Comparison of Onecodex species classification between different locations and time interval and overall identified ranks. a Venn diagram comparison of identified species by OneCodex, highlighting species that are time and space dependent. b Overall OneCodex classification ranks per dataset, the majority of classified reads have been linked to a species level

Interestingly, at least 484 microbes are identified in all samples (Fig. 2a). Some highlights include: 92 different Flavobacteriaceae bacterium and Flavobacteriales bacterium strains; 19 different Candidatus Pelagibacter strains; 18 Pelagibacteraceae bacterium and 6 SAR strains. This indicates that these communities are less time and location dependent compared to the 262 and 1127 species that were found exclusively in France or Dutch areas, respectively. Furthermore, 607 and 129 species are exclusively observed in the Netherlands. As they exist at different times, they provide an initial impression of the time-dependent dynamics of these local communities. Finally, 135 and 77 species could be identified that are present at both locations, however only detectable at particular times. This could be an indication that even over large areas microbes are subject to time regulated dynamics.

Metagenomics assembly on raw sequencing data and blast verification on the top-3 longest contigs

In an attempt to verify OneCodex classification results as well as to assess the current metagenomics assemblers capabilities we subsequently assembled the three datasets separately. We have assembled our complex metagenomics datasets with Flye and retrieved 256, 1,735 and 968 contigs with mean coverage of 14×, 13× and 10× from samples 1, 2 and 3, respectively (Table 1). Notably, although it has higher coverage, assembly results from sample 2 did not exceed results from sample 3. On the contrary, sample 3 resulted better average contig length, maximum contig length and N50 values compared to sample 2 (Table 1).

Table 1 Flye assembly statistics

Impressively, Flye was able to reconstruct a full genome from our third sample: 75% of our 1.6 Mbp contig aligns with 80% identity to Candidatus Thioglobus singularis of which its complete genome is a single circular chromosome of 1.7 Mbp (Additional file 5)[16,17,18,19,20,21, 28]. Additionally we show that OneCodex was able to identify certain species only using assembly results (Additional file 6).

Data quality of unclassified reads and additional in silico PCR analysis

Poor read quality and relatively short read lengths could be a potential reason explaining why OneCodex was unable to classify taxids. Therefore, we investigated quality and length of unclassified reads (Additional file 7). These statistics indicate that, in theory, these reads should provide OneCodex with sufficient information to resolve classifications. That OneCodex was not able to classify these reads, even to the most general taxonomic levels (such as kingdom or phylum) adds to the notion that these reads originate from species that are novel.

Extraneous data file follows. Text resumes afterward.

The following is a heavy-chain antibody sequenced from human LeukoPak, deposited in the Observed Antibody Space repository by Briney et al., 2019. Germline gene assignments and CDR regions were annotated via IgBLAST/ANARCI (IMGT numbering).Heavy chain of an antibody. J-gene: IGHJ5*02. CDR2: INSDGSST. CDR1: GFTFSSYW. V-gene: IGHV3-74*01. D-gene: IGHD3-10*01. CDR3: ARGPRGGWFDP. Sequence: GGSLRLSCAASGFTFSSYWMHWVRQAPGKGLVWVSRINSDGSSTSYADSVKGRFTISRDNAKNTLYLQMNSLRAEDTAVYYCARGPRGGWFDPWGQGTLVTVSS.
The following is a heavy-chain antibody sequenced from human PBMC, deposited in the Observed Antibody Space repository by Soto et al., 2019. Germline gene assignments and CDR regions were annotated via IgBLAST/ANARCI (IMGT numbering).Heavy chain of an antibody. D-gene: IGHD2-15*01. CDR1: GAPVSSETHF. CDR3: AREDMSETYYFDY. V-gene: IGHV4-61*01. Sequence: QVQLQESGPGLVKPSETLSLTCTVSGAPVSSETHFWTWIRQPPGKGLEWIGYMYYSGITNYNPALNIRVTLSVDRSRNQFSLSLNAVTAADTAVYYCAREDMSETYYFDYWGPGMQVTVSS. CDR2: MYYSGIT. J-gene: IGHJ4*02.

Inspection of low complexity regions in unclassified reads using tandem repeat analysis

An additional circumstance that might explain why reads are left unclassified is the presence of low complexity regions such as repeat elements. We have analysed the presence of repeat elements with Tandem Repeat Finder [22] in raw sequencing data and compared these to repeat counts of the unclassified reads. In none of our samples did we observe an increased presence of repetitive elements, on the contrary, the repetitive element count is lowered in every case (Additional file 8).

Materials and methods

Please refer to Additional file 9 for descriptions on (1) sample collection and DNA isolation, (2) OneCodex k-mer based characterization (3) repetitive content analysis and (4) data visualisation [32].

DNA library preparation, sequencing, data quality control and statistics

DNeasy powerwater kit (Qiagen) was used to isolate DNA, according to manufacturer’s protocol with three additional enzymes (Additional file 9). We used R9.4 flow cells for sequencing all three seawater samples. Libraries were prepared using rapid kits (SQK-RAD004) according to the manufacturer protocols available at that time (Oxford Nanopore Technologies, Oxford, UK). Data acquisition and base-calling were performed by MinKNOW (v19.06.8).

Using in silico PCR analysis to verify microbial genomes

To highlight the presence of microbial genomes FastPCR [24] was used to perform in silico PCR analysis using primer pair sequences for identification of bacteria and archaea [25]. FastPCR allows users to upload a set of primer sequences and reports, among others, positions and length of hits found on the input data. We used the currently 'best available' rRNA primer pair, primer 1 and 2 are 17 and 21 bp long, respectively, with a total amplicon size of 464 bp (primer 1: 5′-CCTACGGGNGGCNGCAG-3′, primer 2: 5′-GACTACNNGGGTATCTAATCC-3′).

Assembly of long read metagenomics samples using the Flye assembler

Flye [27] is currently one of the few de novo assembly pipelines that allows genomic reconstruction of complex metagenomics samples with coverage as low as 2×. We have downloaded the assembly software from the GitHub repository (v2.6), used the metagenome default settings and provided the raw sequencing data.


In this study, we have investigated the use of Nanopore sequencing for seawater metagenomics. Our main aims were to investigate the effectiveness of DNA isolation from samples directly obtained from the environment, optimize laboratory protocols for maximum sequencing results and evaluation of current metagenomics identification and assembly software. We used multiple isolation procedures, several different storage methods and subjected the data to a set of different analysis software. With only three ONT flow cells we were able to identify thousands of organisms, including bacteriophages, from which a large part at species level. It was possible to assemble genomes from environmental samples with Flye. In several cases this resulted in > 1 Mbp contigs and in the particular case of a Thioglobus singularis species it even produced a near complete genome.